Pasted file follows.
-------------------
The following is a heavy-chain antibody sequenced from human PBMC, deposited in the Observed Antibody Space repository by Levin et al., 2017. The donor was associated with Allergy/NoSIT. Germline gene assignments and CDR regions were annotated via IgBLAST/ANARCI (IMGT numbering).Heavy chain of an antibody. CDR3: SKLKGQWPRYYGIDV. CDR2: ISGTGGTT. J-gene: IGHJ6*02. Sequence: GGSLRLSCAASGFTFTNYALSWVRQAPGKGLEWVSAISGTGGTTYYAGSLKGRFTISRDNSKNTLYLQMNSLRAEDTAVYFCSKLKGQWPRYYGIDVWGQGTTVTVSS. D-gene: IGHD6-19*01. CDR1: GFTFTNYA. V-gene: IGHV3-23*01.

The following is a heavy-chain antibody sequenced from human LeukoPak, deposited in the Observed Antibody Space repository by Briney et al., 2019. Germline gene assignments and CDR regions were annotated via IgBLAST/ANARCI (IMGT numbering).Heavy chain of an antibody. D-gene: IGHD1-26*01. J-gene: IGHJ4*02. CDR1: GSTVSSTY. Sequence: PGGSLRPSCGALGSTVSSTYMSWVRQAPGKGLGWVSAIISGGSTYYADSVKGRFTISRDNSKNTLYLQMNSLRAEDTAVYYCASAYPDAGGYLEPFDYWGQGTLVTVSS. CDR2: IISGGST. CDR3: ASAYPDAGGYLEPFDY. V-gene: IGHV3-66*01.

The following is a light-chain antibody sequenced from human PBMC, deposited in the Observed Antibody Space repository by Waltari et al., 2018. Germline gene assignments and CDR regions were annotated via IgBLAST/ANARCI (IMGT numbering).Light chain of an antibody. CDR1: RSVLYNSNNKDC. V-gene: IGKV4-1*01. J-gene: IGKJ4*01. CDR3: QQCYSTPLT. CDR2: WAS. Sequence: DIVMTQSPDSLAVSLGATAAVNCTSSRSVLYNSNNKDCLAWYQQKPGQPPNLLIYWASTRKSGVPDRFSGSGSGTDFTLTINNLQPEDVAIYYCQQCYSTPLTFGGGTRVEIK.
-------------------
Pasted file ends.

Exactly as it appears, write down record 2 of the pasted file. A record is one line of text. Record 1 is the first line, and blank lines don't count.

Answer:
The following is a heavy-chain antibody sequenced from human LeukoPak, deposited in the Observed Antibody Space repository by Briney et al., 2019. Germline gene assignments and CDR regions were annotated via IgBLAST/ANARCI (IMGT numbering).Heavy chain of an antibody. D-gene: IGHD1-26*01. J-gene: IGHJ4*02. CDR1: GSTVSSTY. Sequence: PGGSLRPSCGALGSTVSSTYMSWVRQAPGKGLGWVSAIISGGSTYYADSVKGRFTISRDNSKNTLYLQMNSLRAEDTAVYYCASAYPDAGGYLEPFDYWGQGTLVTVSS. CDR2: IISGGST. CDR3: ASAYPDAGGYLEPFDY. V-gene: IGHV3-66*01.